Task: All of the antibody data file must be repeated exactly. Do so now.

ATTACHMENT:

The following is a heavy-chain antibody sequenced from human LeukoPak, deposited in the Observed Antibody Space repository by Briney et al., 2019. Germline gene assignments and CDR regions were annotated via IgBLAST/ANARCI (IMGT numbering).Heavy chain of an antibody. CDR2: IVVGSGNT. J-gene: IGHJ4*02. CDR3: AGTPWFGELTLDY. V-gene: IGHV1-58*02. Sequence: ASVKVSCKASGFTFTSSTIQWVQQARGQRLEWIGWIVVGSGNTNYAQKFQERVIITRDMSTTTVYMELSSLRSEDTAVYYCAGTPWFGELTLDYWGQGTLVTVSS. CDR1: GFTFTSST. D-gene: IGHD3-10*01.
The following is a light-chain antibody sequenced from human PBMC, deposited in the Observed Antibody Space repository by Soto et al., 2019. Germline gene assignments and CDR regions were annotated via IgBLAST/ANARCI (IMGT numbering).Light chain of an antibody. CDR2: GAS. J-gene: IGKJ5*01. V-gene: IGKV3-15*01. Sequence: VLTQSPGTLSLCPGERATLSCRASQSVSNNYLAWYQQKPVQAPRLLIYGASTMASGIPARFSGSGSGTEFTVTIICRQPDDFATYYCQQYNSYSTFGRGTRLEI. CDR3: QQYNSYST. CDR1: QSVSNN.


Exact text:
The following is a heavy-chain antibody sequenced from human LeukoPak, deposited in the Observed Antibody Space repository by Briney et al., 2019. Germline gene assignments and CDR regions were annotated via IgBLAST/ANARCI (IMGT numbering).Heavy chain of an antibody. CDR2: IVVGSGNT. J-gene: IGHJ4*02. CDR3: AGTPWFGELTLDY. V-gene: IGHV1-58*02. Sequence: ASVKVSCKASGFTFTSSTIQWVQQARGQRLEWIGWIVVGSGNTNYAQKFQERVIITRDMSTTTVYMELSSLRSEDTAVYYCAGTPWFGELTLDYWGQGTLVTVSS. CDR1: GFTFTSST. D-gene: IGHD3-10*01.
The following is a light-chain antibody sequenced from human PBMC, deposited in the Observed Antibody Space repository by Soto et al., 2019. Germline gene assignments and CDR regions were annotated via IgBLAST/ANARCI (IMGT numbering).Light chain of an antibody. CDR2: GAS. J-gene: IGKJ5*01. V-gene: IGKV3-15*01. Sequence: VLTQSPGTLSLCPGERATLSCRASQSVSNNYLAWYQQKPVQAPRLLIYGASTMASGIPARFSGSGSGTEFTVTIICRQPDDFATYYCQQYNSYSTFGRGTRLEI. CDR3: QQYNSYST. CDR1: QSVSNN.